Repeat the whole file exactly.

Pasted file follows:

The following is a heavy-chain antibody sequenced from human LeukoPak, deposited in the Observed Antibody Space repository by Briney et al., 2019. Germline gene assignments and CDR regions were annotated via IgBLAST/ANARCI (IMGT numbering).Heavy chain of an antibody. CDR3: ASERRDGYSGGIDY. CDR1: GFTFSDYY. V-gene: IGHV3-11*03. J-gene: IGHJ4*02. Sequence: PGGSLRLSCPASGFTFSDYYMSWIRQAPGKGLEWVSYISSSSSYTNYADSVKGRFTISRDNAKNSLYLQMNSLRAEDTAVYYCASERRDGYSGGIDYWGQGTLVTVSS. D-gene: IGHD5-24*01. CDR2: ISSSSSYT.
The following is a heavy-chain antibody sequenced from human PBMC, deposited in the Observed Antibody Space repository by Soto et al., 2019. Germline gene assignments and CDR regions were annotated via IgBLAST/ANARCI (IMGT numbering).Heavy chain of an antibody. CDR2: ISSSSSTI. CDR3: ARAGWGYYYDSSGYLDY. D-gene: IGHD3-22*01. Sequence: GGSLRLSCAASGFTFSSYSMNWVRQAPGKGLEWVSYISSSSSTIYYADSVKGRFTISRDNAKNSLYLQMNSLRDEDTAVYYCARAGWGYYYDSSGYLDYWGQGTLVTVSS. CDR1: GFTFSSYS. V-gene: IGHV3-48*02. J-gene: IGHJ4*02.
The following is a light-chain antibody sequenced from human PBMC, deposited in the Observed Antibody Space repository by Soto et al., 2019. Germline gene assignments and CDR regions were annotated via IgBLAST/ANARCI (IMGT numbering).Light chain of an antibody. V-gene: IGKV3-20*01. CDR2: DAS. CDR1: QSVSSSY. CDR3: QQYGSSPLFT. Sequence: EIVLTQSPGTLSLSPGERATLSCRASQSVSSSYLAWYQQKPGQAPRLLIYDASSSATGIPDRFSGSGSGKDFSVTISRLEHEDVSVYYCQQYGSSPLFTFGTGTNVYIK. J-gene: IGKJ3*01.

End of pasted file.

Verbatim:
The following is a heavy-chain antibody sequenced from human LeukoPak, deposited in the Observed Antibody Space repository by Briney et al., 2019. Germline gene assignments and CDR regions were annotated via IgBLAST/ANARCI (IMGT numbering).Heavy chain of an antibody. CDR3: ASERRDGYSGGIDY. CDR1: GFTFSDYY. V-gene: IGHV3-11*03. J-gene: IGHJ4*02. Sequence: PGGSLRLSCPASGFTFSDYYMSWIRQAPGKGLEWVSYISSSSSYTNYADSVKGRFTISRDNAKNSLYLQMNSLRAEDTAVYYCASERRDGYSGGIDYWGQGTLVTVSS. D-gene: IGHD5-24*01. CDR2: ISSSSSYT.
The following is a heavy-chain antibody sequenced from human PBMC, deposited in the Observed Antibody Space repository by Soto et al., 2019. Germline gene assignments and CDR regions were annotated via IgBLAST/ANARCI (IMGT numbering).Heavy chain of an antibody. CDR2: ISSSSSTI. CDR3: ARAGWGYYYDSSGYLDY. D-gene: IGHD3-22*01. Sequence: GGSLRLSCAASGFTFSSYSMNWVRQAPGKGLEWVSYISSSSSTIYYADSVKGRFTISRDNAKNSLYLQMNSLRDEDTAVYYCARAGWGYYYDSSGYLDYWGQGTLVTVSS. CDR1: GFTFSSYS. V-gene: IGHV3-48*02. J-gene: IGHJ4*02.
The following is a light-chain antibody sequenced from human PBMC, deposited in the Observed Antibody Space repository by Soto et al., 2019. Germline gene assignments and CDR regions were annotated via IgBLAST/ANARCI (IMGT numbering).Light chain of an antibody. V-gene: IGKV3-20*01. CDR2: DAS. CDR1: QSVSSSY. CDR3: QQYGSSPLFT. Sequence: EIVLTQSPGTLSLSPGERATLSCRASQSVSSSYLAWYQQKPGQAPRLLIYDASSSATGIPDRFSGSGSGKDFSVTISRLEHEDVSVYYCQQYGSSPLFTFGTGTNVYIK. J-gene: IGKJ3*01.